U.S. Air Force F-22 Raptor stealth fighter jets lose radar-absorbing coating in Syria

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The radar-absorbing coating, that hides the Raptor from radars, warped and started to peel off

The U.S. Air Force (USAF) F-22 Raptor stealth fighters, which are taking part in military operation in Syria, have started to lose their radar-absorbing coating.

As reported by Aviation Week in fact the radar-absorbing coating, that hides the Raptor from radars, warped and started to peel off. According to the USAF one of the reasons of this problem are climatic conditions affecting the area of operations.

A claim confirmed by John Cottam, head of the F-22 program of Lockheed Martin, who noted that external factors, such as rain and sand dust, not only wrinkle and peel off the coating but also turn it into its original liquid state.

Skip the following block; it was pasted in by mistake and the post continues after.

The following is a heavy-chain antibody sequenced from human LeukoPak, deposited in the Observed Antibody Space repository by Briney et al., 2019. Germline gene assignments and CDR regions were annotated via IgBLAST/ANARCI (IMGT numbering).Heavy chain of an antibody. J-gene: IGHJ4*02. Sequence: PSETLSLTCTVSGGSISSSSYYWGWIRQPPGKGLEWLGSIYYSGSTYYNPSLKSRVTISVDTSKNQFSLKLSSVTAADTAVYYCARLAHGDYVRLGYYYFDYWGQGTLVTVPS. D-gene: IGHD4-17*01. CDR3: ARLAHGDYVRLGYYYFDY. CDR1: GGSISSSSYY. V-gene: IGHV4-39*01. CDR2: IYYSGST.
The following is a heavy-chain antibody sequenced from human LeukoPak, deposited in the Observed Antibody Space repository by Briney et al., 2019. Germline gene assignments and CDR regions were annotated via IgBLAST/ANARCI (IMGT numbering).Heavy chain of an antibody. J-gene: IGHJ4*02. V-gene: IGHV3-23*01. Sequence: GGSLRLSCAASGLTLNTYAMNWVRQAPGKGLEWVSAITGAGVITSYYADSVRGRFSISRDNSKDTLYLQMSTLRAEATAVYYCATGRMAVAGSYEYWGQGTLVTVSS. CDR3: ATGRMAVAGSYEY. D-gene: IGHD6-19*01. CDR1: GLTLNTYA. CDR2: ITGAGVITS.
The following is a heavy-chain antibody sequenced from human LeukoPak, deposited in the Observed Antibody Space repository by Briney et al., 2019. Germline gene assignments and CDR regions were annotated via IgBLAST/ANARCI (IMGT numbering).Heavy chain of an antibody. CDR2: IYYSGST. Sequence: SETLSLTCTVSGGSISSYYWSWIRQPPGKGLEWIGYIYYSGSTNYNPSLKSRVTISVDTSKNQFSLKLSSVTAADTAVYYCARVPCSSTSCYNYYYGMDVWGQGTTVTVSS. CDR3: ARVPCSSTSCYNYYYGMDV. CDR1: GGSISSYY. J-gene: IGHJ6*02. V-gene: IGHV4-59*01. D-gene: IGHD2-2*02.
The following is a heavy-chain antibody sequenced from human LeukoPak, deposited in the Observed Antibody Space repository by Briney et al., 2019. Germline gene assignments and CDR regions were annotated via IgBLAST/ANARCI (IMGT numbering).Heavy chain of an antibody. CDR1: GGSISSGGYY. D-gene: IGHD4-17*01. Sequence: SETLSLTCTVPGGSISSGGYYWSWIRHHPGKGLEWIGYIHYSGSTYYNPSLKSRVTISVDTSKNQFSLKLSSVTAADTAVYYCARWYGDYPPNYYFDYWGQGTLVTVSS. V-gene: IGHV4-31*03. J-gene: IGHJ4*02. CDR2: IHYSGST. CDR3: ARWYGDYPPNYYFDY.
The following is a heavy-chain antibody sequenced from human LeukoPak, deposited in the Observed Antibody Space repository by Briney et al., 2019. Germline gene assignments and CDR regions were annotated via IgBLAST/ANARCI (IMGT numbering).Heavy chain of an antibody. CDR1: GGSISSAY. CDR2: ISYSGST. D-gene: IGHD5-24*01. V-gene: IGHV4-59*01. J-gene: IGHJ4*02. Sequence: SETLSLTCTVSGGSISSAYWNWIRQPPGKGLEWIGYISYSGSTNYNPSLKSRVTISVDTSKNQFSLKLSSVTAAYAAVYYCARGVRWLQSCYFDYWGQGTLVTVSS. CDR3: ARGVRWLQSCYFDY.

Indeed this is not the first problem experienced by the F-22’s radar-absorbing coating: according to Southfront.org in 2009 US pilots complained that the coating easily erased from Raptor’s body during contact with fuel and lubricating oil.

However Lockheed Martin claims that has developed a new, more resistant coating which will be applied to all F-22s during maintenance operations. According to preliminary estimates, this process will take at least three years.

Noteworthy this is not the first issue that compromises the Raptor’s stealthiness: as we have recently reported in fact a re-occurring weapon’s system issue that affected the radar cross-section of an F-22 Raptor belonging to 43rd Fighter Squadron from Tyndall Air Force Base (AFB), Florida, has been fixed last month by means of cost-effective solution developed a 23-year-old Airman.

A cost effective solution on which the U.S. Air Force will rely very unlikely to overcome this new problem.

Photo credit: U.S. Air Force